Shadow stands up #8

Those famous, or notorious, ‘seer’ letters that Rimbaud, aged seventeen, wrote in 1871, first to his earliest mentor Georges Izambard and a couple of days later to the young poet Paul Demeny, in which he rehearsed the phrase he had clearly impressed himself with, ‘I is somebody else’ – ‘Je est un autre,’ (to Izambard on May 13, Demeny on May 15) – have become the exhausted levers of critics and theorists wanting to open up the gap between the selves who write (the subjective ‘voice’) and the language that writing employs, that employs writers. Rimbaud himself, in the hyperbolic manifesto tone of the Izambard letter, pronounced that ‘subjective poetry’ would always be ‘horribly dull’. The dérangement or disordering of all the senses that Rimbaud advocated did involve intoxications, but more importantly the ‘reasoned’ (as he described it) abjection of the self. He wanted to observe himself experiencing and perceiving, to be used by language that had the classical precision of Racine – as he wrote to Izambard, ‘It’s false to say: I think; one ought to say: I am thought (on me pense).’ His great metaphor for this is the ‘drunken boat’ of the poem also written in 1871 which, having drifted rudderless out to sea after its crew was killed by ‘yelping redskins’, asks:

Do I long for European waters? Only a sullen pond
Where a small, demoralised boy, crouching
In the musk of a provincial evening
Launches his unsteady boat: a butterfly in May.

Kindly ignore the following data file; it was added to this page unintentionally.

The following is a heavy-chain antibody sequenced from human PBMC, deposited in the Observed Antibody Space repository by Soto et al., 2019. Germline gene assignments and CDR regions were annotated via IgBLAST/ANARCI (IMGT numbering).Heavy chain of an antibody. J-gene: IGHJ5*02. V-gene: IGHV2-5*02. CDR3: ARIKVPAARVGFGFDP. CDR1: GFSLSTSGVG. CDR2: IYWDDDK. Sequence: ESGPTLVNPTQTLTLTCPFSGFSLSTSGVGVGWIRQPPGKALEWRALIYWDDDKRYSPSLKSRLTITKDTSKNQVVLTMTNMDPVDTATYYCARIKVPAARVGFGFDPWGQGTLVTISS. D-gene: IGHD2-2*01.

I come back to this poem over and over, to the weird sense it gives now of Rimbaud uttered in the language of the doomed boat (itself speaking in the sensational language of the popular fiction the ‘seven-year-old poet’ had earlier immersed himself in), seeming to experience something that hadn’t happened yet (his adult longing – or not – from Ethiopia for ‘European waters’) – what kind of ‘memory’ is that; is it possible to remember the future? – and remembering a child, a ‘seven-year-old poet’ perhaps, launching the toy that would one day become the language-vessel of the seventeen year-old poet’s consciousness anticipating his own exile from ‘home’ twenty years later – what kind of memory is that?

I was half way down the alleyway between the post-office and Paper Plus, having put the book back in my bag and hopped off the green Link bus at Three Lamps with Rimbaud’s drunken boat and his last letter thinking me, when I ‘came to my senses’, as we say. And there was ‘Khartoum Auto’, on a backstreet in Ponsonby, in 2011. Ghosts, shadows, standing up all around it. What kind of memory was that?


Going in search of lost time
I discover a river
that resembles the White Nile
because it flows as much past
Gordon in Khartoum, the mad
Mahdi, the painted Nuba,
Michel Leiris and Leni
Riefenstahl, leggy models
streaked with spit-moistened ochre –
flows as much past these fragments
of memories I don’t have
as it does past the stains of
vomit and bluish wine, fish
traps in the rushes where en-
tire Levianthans fester.
These are not my memories
but I have them, what Rimbaud
wrote, filigrees and fragments,
Mémoire, his shadow standing
LOT: TWO TUSKS. ‘I am helpless
and unhappy, I can find
nothing, the first dog in the
street will tell you that. Send me
therefore the prices of the
services from Aphinar
to Suez ... Tell me what time
I need to be carried on
board.’ Rimbaud’s final letter
composed in delirium
dictated to his sister
Isabelle, 9 November
1891, he died
the following day, and I
read his premonition on
my way down inscrutable
Rivers ... slow deliriums
... archipelagos of stars!

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